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The HSR Act provides that “no person shall acquire, directly or indirectly, any voting securities or assets of any other person” without first complying with the notification requirements if certain conditions are met. The first step in complying with the HSR Act’s notification requirements is to determine whether the transaction satisfies the size of transaction test. Section 801.10 of the Rules provides the basis for this determination, which in many cases hinges on the Acquisition Price.

Section 801.10(c)(2) of the Rules states that Acquisition Price “shall include the value of all consideration for such voting securities, non-corporate interests or assets to be acquired.” The original Statement of Basis and Purpose promulgating the Rules (the 1978 SBP) provides useful background on the intent of 801.10, advising that “cash, voting securities, non-voting securities, tangible and intangible assets and assumption of liabilities, if consideration for an acquisition, must all be valued in computing the acquisition price.” 43 FR 33450, 33471 (Jul. 31, 1978) (emphasis added).

The 1978 SBP makes it clear that, under 801.10(c)(2), the assumption of liabilities must be included in the Acquisition Price if it is part of the consideration. Up until now, the Bureau advised that the retirement of debt should never be included in this calculation. This approach was based on the Bureau’s understanding of debt in the earliest days of the HSR program. The Bureau no longer considers this the correct approach because, as a result of developments in deal structures and financing, sometimes the retirement of debt is part of the consideration for a transaction in that it benefits the selling shareholder(s). Therefore, while the Bureau acknowledges that not all debt retired as a part of a proposed transaction is consideration, the full or partial retirement of debt should be included in calculating the Acquisition Price in any instance where selling shareholder(s) benefit from the retirement of that debt. This approach better reflects the intent of the Rule as reflected in the 1978 SBP.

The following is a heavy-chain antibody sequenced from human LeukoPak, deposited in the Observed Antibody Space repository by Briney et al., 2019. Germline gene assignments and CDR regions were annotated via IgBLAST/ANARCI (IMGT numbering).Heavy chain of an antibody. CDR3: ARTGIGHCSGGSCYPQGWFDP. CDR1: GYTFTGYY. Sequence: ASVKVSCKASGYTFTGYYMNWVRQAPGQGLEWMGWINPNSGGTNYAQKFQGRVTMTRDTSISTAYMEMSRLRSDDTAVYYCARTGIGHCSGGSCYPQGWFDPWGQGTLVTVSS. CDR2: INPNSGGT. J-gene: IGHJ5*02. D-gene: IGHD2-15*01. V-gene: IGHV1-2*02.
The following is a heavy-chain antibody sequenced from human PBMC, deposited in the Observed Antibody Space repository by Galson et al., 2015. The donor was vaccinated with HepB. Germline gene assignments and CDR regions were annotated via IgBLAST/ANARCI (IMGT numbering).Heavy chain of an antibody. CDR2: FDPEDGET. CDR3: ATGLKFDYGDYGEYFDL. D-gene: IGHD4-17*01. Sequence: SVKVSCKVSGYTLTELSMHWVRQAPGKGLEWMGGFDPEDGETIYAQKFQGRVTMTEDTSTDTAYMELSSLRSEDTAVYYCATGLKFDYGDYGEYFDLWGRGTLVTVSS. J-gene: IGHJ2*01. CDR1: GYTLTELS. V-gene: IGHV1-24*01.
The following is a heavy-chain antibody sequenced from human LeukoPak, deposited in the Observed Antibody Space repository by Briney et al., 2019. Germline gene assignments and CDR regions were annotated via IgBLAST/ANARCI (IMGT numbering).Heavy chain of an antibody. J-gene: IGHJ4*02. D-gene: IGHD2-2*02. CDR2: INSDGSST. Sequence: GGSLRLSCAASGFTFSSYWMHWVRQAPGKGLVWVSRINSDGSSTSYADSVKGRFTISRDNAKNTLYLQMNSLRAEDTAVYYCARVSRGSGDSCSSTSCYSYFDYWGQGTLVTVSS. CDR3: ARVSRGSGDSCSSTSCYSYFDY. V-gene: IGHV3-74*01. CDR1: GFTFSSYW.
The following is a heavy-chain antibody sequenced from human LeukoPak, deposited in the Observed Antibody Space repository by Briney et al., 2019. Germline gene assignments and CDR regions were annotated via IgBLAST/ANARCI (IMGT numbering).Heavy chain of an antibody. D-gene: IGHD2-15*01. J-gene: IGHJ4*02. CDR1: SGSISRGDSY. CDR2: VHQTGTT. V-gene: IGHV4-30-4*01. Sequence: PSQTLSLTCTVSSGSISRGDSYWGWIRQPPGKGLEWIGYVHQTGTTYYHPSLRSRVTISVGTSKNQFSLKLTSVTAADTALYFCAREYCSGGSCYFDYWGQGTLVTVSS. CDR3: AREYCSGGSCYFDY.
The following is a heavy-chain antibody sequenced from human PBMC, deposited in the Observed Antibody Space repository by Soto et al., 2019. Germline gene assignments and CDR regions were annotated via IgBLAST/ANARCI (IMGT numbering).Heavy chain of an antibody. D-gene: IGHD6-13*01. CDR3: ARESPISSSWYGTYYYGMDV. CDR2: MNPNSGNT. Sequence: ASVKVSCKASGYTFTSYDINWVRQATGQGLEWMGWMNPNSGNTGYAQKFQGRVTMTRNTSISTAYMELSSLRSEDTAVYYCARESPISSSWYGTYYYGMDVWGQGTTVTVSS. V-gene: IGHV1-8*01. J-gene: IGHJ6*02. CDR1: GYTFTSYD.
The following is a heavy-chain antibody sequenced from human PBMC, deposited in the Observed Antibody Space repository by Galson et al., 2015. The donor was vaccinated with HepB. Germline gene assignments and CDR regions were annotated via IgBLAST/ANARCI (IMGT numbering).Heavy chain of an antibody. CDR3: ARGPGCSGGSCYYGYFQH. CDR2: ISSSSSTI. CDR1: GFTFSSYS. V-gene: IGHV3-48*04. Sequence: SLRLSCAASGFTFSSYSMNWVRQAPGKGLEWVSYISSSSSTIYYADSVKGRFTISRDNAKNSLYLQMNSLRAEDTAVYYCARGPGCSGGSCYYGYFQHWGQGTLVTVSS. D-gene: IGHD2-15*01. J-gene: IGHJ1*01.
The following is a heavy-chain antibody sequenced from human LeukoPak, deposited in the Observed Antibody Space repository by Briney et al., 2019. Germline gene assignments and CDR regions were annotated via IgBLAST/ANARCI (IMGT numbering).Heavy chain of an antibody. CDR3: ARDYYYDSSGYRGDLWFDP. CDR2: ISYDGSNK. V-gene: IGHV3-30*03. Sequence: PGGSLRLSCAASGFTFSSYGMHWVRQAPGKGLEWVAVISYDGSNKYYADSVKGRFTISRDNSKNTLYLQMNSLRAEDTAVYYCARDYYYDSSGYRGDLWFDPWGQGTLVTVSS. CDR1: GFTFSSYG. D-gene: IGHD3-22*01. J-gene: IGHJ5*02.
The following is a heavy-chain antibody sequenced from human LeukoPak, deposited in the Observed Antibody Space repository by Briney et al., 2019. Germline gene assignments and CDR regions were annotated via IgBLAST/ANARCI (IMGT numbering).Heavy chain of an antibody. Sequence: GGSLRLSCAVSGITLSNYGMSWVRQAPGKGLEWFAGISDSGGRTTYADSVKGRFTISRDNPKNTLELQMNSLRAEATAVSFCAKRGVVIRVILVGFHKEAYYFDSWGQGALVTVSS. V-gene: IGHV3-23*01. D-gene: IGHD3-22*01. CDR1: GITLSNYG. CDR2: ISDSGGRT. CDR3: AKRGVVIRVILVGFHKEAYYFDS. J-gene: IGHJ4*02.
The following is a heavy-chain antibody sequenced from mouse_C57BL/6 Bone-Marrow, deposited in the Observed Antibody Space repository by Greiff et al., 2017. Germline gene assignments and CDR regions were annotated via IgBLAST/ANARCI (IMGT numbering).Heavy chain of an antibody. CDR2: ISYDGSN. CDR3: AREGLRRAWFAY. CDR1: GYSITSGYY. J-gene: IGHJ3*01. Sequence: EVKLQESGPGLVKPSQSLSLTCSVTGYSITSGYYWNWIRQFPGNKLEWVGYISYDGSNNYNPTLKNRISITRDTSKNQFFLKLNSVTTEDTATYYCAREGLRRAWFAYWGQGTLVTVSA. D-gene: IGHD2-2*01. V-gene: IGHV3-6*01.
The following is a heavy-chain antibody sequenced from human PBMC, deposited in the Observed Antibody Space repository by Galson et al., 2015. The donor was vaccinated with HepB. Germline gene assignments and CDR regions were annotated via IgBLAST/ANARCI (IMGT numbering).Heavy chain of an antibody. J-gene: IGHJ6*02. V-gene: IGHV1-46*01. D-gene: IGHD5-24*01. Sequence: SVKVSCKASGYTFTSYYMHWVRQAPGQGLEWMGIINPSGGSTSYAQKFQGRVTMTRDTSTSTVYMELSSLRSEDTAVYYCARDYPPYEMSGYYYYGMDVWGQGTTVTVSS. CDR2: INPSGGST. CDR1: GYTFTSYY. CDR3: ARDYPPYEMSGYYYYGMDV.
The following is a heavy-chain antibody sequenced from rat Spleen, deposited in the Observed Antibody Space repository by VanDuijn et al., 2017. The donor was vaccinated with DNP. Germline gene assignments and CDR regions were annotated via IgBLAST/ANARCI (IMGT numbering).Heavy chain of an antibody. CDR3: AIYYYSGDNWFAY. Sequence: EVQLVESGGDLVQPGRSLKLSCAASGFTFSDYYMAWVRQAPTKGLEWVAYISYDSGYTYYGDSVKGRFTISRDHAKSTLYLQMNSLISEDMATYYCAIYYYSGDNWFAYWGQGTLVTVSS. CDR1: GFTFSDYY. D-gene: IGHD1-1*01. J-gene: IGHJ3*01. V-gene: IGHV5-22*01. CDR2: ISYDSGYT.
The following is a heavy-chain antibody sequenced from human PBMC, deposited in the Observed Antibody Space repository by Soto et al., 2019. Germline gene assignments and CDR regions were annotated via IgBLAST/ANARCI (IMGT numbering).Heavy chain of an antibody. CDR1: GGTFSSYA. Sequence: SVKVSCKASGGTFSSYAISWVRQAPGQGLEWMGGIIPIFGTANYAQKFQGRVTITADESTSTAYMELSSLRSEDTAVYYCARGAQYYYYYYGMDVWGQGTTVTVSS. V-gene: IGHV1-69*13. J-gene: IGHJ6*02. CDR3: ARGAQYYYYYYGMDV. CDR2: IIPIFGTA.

The blog post announcing this change.